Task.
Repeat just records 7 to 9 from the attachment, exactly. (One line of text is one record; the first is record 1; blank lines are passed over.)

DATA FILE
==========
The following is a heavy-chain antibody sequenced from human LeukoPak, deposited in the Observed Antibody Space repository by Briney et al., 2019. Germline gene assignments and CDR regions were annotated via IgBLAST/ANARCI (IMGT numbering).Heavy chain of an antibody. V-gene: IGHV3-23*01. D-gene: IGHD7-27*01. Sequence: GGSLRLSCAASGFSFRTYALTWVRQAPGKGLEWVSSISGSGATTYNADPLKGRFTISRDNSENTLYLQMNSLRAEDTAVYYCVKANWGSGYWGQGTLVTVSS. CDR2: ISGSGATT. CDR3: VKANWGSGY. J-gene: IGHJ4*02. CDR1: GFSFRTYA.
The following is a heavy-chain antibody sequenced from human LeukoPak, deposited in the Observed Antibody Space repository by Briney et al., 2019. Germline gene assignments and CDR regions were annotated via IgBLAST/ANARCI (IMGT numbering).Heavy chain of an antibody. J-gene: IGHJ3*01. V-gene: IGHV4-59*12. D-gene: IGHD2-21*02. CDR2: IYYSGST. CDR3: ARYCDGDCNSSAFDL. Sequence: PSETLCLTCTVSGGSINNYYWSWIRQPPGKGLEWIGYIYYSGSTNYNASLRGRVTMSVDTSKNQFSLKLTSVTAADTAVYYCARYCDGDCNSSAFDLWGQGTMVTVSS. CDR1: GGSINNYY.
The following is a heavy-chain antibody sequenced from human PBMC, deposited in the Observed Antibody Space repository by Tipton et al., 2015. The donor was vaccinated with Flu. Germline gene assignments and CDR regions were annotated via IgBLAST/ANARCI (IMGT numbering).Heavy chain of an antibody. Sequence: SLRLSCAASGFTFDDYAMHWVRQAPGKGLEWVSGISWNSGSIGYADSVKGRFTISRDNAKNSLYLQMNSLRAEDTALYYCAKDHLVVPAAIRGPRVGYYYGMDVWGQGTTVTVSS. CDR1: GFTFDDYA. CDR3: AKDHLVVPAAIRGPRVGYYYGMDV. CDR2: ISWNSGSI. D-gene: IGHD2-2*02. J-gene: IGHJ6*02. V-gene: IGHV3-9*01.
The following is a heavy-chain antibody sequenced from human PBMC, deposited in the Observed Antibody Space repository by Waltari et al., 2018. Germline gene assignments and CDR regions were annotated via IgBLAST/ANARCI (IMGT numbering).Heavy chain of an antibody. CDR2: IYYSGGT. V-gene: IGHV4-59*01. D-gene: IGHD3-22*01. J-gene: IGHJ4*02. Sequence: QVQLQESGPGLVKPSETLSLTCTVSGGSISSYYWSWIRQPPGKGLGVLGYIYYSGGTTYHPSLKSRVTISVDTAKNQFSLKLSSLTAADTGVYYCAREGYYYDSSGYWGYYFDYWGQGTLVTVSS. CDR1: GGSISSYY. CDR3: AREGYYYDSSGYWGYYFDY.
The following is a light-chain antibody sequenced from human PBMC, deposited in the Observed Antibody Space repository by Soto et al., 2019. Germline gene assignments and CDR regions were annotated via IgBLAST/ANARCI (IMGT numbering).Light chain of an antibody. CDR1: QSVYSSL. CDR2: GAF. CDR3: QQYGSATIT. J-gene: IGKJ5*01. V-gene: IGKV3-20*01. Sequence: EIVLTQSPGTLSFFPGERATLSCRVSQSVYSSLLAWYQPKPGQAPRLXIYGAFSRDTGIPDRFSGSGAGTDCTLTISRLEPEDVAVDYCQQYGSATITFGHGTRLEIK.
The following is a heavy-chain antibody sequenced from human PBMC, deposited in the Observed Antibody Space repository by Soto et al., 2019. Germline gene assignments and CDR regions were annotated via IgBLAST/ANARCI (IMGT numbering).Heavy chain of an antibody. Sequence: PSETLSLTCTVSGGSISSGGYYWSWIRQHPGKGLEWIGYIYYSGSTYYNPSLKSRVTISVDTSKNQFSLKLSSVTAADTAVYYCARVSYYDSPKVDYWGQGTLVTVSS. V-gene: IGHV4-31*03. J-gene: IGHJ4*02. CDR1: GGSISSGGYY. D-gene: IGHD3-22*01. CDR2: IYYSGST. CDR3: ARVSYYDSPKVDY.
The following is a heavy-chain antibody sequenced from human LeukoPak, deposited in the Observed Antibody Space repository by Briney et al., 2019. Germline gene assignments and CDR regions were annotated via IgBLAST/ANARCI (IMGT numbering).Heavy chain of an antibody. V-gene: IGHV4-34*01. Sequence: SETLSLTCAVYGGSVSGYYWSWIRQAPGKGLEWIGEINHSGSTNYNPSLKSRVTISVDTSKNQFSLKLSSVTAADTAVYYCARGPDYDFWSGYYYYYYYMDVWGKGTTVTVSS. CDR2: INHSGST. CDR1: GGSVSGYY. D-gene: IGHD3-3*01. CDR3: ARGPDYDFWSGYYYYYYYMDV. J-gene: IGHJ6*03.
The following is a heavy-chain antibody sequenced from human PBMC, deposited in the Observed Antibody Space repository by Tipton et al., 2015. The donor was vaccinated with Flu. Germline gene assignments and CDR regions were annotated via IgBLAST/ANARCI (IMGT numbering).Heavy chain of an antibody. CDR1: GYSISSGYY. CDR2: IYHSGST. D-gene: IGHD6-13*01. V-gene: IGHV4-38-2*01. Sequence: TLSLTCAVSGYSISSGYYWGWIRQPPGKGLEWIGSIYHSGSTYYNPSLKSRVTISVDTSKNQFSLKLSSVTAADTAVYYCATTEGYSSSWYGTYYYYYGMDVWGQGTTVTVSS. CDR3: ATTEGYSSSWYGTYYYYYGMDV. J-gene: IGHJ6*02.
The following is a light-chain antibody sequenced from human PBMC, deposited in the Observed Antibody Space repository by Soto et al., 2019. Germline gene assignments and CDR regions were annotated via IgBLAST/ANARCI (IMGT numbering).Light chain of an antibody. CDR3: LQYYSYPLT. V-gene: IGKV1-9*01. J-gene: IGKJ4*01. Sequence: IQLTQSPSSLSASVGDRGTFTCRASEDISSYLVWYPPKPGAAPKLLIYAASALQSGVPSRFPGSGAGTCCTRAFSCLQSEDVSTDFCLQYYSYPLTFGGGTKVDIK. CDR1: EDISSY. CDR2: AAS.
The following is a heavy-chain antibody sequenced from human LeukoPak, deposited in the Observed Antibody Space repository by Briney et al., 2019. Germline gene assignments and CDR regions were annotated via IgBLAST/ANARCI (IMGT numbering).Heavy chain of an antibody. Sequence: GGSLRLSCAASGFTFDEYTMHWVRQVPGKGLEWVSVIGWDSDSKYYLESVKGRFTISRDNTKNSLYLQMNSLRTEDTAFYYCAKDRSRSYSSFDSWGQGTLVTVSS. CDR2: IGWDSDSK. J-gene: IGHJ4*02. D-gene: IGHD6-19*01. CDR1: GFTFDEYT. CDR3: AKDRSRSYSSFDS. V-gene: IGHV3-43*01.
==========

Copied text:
The following is a heavy-chain antibody sequenced from human LeukoPak, deposited in the Observed Antibody Space repository by Briney et al., 2019. Germline gene assignments and CDR regions were annotated via IgBLAST/ANARCI (IMGT numbering).Heavy chain of an antibody. V-gene: IGHV4-34*01. Sequence: SETLSLTCAVYGGSVSGYYWSWIRQAPGKGLEWIGEINHSGSTNYNPSLKSRVTISVDTSKNQFSLKLSSVTAADTAVYYCARGPDYDFWSGYYYYYYYMDVWGKGTTVTVSS. CDR2: INHSGST. CDR1: GGSVSGYY. D-gene: IGHD3-3*01. CDR3: ARGPDYDFWSGYYYYYYYMDV. J-gene: IGHJ6*03.
The following is a heavy-chain antibody sequenced from human PBMC, deposited in the Observed Antibody Space repository by Tipton et al., 2015. The donor was vaccinated with Flu. Germline gene assignments and CDR regions were annotated via IgBLAST/ANARCI (IMGT numbering).Heavy chain of an antibody. CDR1: GYSISSGYY. CDR2: IYHSGST. D-gene: IGHD6-13*01. V-gene: IGHV4-38-2*01. Sequence: TLSLTCAVSGYSISSGYYWGWIRQPPGKGLEWIGSIYHSGSTYYNPSLKSRVTISVDTSKNQFSLKLSSVTAADTAVYYCATTEGYSSSWYGTYYYYYGMDVWGQGTTVTVSS. CDR3: ATTEGYSSSWYGTYYYYYGMDV. J-gene: IGHJ6*02.
The following is a light-chain antibody sequenced from human PBMC, deposited in the Observed Antibody Space repository by Soto et al., 2019. Germline gene assignments and CDR regions were annotated via IgBLAST/ANARCI (IMGT numbering).Light chain of an antibody. CDR3: LQYYSYPLT. V-gene: IGKV1-9*01. J-gene: IGKJ4*01. Sequence: IQLTQSPSSLSASVGDRGTFTCRASEDISSYLVWYPPKPGAAPKLLIYAASALQSGVPSRFPGSGAGTCCTRAFSCLQSEDVSTDFCLQYYSYPLTFGGGTKVDIK. CDR1: EDISSY. CDR2: AAS.